It's not me, it's you.
The city of Little Rock, Arkansas, sent Amazon that message Thursday to let the company know Little Rock was no longer interested in the company's new HQ2 project ... by placing a full-page breakup letter in The Washington Post.
The city is concerned that the new 8-million-square-foot headquarters that Amazon wants to build will disrupt transit and traffic flow — and Little Rock isn't alone. Some say the so-called HQ2 will likely detract from local businesses by bringing in outside construction companies. Housing prices could also rise as a result of the development; rent prices in the Seattle area, where Amazon's primary home base is located, spiked 7.2 percent last year alone, according to real estate database Zillow.
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Seventy-three community groups from cities across the U.S. have signed onto a "wish list" for Amazon in an open letter. The civic leaders are pushing for the online retailer to show a commitment to whichever city it chooses in the form of affordable housing and tax revenue.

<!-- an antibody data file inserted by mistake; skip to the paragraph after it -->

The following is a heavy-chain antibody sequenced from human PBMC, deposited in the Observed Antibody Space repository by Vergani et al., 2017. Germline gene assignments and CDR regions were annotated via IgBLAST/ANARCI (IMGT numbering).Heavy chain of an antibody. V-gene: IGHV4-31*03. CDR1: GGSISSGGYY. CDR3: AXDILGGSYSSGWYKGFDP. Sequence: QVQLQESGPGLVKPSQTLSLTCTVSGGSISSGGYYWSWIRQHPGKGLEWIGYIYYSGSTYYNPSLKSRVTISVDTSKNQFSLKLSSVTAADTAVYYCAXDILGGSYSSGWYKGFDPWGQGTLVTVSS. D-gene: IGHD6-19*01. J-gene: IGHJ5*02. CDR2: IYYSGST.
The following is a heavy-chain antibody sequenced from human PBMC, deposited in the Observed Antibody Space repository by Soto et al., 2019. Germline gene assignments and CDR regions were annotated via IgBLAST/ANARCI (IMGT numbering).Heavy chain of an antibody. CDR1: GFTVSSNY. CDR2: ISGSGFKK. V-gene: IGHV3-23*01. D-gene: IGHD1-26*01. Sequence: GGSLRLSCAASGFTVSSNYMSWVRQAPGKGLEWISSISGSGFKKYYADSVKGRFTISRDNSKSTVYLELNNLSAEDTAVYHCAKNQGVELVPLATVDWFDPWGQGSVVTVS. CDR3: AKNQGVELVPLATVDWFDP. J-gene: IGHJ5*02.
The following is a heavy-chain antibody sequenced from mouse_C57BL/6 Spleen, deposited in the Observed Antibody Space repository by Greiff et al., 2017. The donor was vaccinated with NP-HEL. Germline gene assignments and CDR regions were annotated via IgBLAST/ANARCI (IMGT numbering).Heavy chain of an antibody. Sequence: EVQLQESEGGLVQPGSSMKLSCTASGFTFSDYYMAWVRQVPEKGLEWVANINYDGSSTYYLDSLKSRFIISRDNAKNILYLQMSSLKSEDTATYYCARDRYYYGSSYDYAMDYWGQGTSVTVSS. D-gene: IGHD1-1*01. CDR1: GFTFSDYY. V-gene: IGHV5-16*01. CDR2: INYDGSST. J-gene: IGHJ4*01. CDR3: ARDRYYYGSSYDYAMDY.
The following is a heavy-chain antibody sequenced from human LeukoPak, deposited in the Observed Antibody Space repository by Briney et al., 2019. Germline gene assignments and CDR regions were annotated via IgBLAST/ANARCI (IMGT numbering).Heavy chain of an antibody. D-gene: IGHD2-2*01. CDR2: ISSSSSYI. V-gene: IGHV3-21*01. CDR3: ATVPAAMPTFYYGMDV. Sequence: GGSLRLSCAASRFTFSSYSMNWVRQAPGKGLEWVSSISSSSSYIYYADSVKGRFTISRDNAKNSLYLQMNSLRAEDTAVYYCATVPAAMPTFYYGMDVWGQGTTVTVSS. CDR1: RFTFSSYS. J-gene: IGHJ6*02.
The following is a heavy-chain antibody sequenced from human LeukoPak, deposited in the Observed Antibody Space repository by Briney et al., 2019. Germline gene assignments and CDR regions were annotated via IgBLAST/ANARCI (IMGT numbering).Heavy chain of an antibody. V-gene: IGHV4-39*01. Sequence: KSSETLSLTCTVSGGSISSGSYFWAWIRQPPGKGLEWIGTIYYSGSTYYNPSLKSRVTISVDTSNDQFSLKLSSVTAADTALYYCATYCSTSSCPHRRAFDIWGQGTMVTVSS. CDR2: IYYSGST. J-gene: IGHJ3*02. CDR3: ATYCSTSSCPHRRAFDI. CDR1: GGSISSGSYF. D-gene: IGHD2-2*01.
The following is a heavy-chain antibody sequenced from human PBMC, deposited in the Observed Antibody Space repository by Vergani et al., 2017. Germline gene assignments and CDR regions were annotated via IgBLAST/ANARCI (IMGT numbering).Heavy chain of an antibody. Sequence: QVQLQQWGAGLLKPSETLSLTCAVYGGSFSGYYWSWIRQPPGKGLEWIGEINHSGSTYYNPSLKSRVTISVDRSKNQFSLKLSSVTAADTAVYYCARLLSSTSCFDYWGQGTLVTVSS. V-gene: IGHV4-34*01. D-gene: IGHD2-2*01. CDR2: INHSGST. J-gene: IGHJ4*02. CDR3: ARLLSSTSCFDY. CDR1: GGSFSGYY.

It's not all bad news for Amazon, though. Some cities are actively trying to impress the company, which has promised to hire 50,000 full-time employees after the $5 billion HQ2 project is completed. Tucson, Arizona, pulled out all of the stops by shipping a 21-foot cactus to the Seattle-based company in an attempt to impress, NBC News reports.
Cities' bids for HQ2 were submitted Oct. 19. Read Little Rock's full breakup letter below. Elianna Spitzer
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